Havin’ a Blast

Last week I was the recipient of the fabulous Baboon support that others in our little community have experienced over the years.  After hearing me talk (whine?) about my front porch project, tim sent me a message.  If I rented the sandblaster that he linked me to, would I like it if he came over to help?  I didn’t have to think about that very hard.  After two+ years of scraping layers of paint off by hand, making some real headway seemed like a good choice.

The first hiccup was when I went to pick up the equipment.  While the sandblaster and the hoses fit into my little car, the air compressor that makes the sandblaster go did not.  I called tim from the rental lot and he volunteered to pick it up before coming to my house that day.  And, of course, this meant that at the end of the project, he got to return all the equipment as well.

The second hiccup was finding out that we couldn’t just scrape up the sand on the floor and re-use it.  Paint chips clogged the nozzle.  We ended up straining the sand through my metal sieve into a big bucket, then re-using it.  I’m sure the manufacturer didn’t want to hear that. 

We pretty quickly settled into a routine.  I swept and sieved while tim blasted.  We had to improvise a few times; we used the kitty tower to get the sandblaster high enough to reach to top parts of the walls and we used my Mickey Mouse cake tester to unclog the nozzle a few times.  The cake tester and the sieve survived the ordeal, the kitty tower did not.  (The new one arrives next week).

Let me tell you that sandblasting in a small, enclosed porch (even with the windows and front door open) is like working in h-e-double hockey sticks.  We didn’t get finished the first afternoon and on the second afternoon, we both had upgraded our headgear and eyewear.  In fact, we both had shiny goggles the second day and I’m sure we looked like large bugs.  Both days, we hosed off in the backyard.  I can’t speak for tim, but the showers after each day for me were epic.  The first day I wasn’t sure I would ever get the sand and grit out of my scalp.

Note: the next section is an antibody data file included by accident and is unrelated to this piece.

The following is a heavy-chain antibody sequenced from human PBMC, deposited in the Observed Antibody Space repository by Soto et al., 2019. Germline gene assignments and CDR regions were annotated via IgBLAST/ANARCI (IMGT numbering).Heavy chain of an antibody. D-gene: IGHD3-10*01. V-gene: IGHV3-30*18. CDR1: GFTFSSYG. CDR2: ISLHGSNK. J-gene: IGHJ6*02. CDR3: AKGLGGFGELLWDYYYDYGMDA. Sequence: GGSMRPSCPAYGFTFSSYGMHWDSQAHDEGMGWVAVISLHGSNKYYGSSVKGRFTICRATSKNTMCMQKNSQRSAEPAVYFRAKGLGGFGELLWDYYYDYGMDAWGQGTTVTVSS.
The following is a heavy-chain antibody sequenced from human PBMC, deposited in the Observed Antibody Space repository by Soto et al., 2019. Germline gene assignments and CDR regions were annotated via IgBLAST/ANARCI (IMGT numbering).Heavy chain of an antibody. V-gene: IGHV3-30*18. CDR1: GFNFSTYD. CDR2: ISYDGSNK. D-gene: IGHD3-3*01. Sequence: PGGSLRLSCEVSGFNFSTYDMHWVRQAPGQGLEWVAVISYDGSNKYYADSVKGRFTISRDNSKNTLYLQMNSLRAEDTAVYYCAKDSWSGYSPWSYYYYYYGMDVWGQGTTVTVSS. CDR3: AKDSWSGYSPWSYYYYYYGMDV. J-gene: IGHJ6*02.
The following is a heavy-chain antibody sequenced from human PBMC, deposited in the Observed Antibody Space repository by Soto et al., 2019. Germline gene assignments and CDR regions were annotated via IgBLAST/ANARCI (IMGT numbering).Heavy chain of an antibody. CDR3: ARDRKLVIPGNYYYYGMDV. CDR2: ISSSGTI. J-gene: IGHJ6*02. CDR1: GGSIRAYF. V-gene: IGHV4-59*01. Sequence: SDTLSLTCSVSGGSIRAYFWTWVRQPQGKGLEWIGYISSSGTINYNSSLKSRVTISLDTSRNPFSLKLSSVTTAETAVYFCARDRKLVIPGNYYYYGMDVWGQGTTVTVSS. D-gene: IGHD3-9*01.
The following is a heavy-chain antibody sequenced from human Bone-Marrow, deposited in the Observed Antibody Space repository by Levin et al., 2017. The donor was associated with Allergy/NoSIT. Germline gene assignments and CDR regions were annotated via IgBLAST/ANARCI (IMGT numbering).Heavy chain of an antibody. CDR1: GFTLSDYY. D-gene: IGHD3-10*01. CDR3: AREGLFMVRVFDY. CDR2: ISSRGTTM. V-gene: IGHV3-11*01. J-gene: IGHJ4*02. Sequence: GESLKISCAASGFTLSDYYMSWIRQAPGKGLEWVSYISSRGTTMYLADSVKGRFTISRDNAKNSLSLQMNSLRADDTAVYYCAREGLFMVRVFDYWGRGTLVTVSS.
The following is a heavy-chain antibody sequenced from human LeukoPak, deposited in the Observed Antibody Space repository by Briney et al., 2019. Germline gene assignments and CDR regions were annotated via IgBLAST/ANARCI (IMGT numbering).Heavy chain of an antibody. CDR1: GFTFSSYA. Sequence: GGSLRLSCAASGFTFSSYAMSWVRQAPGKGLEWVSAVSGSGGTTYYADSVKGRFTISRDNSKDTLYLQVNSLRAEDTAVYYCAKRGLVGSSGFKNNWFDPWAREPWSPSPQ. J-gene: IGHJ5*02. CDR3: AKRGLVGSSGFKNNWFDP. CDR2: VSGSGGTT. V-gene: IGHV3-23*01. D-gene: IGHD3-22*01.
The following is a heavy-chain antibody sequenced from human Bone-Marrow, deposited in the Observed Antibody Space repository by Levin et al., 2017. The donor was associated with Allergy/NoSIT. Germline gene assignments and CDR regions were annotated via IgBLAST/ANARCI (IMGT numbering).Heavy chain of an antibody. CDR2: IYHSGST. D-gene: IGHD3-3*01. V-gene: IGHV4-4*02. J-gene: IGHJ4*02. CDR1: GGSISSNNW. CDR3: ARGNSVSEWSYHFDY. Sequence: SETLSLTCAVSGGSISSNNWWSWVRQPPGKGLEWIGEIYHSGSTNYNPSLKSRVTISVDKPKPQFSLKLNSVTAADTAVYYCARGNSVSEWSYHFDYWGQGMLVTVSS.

We also re-visited our personality differences.  While working, tim, being a big picture person, could not stop thinking of the next steps after the sandblasting was done.  Some new plaster/mud, plywood on the floor.  I could see his point but I, being a non-big picture person, didn’t want to think about it right then.  I just wanted the h-e-double hockey sticks to be finished.  And, of course, tim is correct – there is plenty more to do.  In fact YA has added to the chore list by doing some wood fill on the window panes.  And I broke two windows doing some clean up so now there will be some new glass and glazing.  And most of the other windows need re-glazing as well. 

But even with all the work left, I feel completely renewed by how much we got done in two afternoons with a sandblaster.  And even if you don’t think I need to tell you, I will anyway.  There is no way on the planet that I could have accomplished this by myself.

So my hat is off to tim.  He is a miracle-worker and a life-saver.

Has anybody worked a miracle for you lately?

35 thoughts on “Havin’ a Blast”

  1. Yes, someone has!
    AH HA, Y’all listen to this!!!
    And it’s funny you should ask today.